The Characteristics of the Nation-State and Transnational Entities

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Nation-states deal certain characteristics of self-rule, organized government, territory, and population. Self-rule implies that nation-states rule themselves. They are free and not colonies of some other country. For example, the U.S. was a colony of Great Britain until the American Revolution. As a consequence of the American Revolution, the United States formed a nation-state. Organized government is the manner in which nation-states rule themselves. For example, the government of the U.S. is organized into three branches: executive, legislative, and judicial and into three levels: federal, state, and local. All nation-states are not organized in the identical manner as the United States. Nevertheless, they all have governments that are organized in several manners. Territory is the land and water which is controlled through a nation-state. The territory of the United States covers all of its 50 states, close areas of ocean, and other areas, such as Puerto Rico and Guam, these are regulated territories of the United States.

A state is sovereign territory whose control or power is shared with a greater nation-state but the state employs its own public services such as police, fire, legislative committee, and other institutions. Commonly viewed states are those included in the United States of America.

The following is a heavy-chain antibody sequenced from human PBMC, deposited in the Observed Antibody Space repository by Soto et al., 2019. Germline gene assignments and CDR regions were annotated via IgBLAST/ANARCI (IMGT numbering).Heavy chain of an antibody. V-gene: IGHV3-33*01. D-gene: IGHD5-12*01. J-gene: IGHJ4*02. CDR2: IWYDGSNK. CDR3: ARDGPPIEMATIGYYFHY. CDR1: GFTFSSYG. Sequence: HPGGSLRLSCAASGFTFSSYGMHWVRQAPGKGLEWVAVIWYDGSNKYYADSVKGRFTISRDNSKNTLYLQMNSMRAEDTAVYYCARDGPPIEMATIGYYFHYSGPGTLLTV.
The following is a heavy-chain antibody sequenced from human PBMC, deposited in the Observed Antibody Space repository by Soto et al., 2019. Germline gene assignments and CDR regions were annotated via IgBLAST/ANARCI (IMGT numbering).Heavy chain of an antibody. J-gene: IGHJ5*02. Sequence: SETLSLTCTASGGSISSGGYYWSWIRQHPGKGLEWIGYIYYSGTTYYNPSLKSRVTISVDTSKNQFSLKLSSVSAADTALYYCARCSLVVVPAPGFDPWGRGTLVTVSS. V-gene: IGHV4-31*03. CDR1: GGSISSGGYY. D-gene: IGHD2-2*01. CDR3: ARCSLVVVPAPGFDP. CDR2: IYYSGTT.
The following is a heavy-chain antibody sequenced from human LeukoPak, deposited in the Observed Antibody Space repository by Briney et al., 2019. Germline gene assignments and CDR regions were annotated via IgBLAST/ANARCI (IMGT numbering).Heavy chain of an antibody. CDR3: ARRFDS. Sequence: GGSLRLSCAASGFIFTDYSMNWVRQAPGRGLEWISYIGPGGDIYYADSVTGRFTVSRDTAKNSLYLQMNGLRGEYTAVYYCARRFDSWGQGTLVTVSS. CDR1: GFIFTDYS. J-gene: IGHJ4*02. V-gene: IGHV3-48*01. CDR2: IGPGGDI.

A nation is a group of people, often within a country, that possess common culture and shared identity but that lack authority and sovereignty who often share a common language, race, descent, and/or history, such as the Kurdish nation. A state is a country that possesses sovereignty and authority (particularly the ability to use force) but lacks a cohesive identity such as the classic example of Belgium.

The United States fits...

... middle of paper ... one another economically, for example, if one country’s economy starts failing it will in turn bring down the economy of those countries tied to its economy. In cases where foreign policy can create allies it can also create enemies by aligning one’s self with countries that have enemies of their own.

Works Cited

"European Union." Encyclopedia of Management. 2009. Retrieved March 24, 2011 from

“Wikipedia.” Panama Canal Zone. Retrieved March 24, 2011 from

“EUROPA.” Foreign and security policy. Retrieved March 24, 2011 from

“Wikipedia.” Territories of the United States. Retrieved March 24, 2011 from

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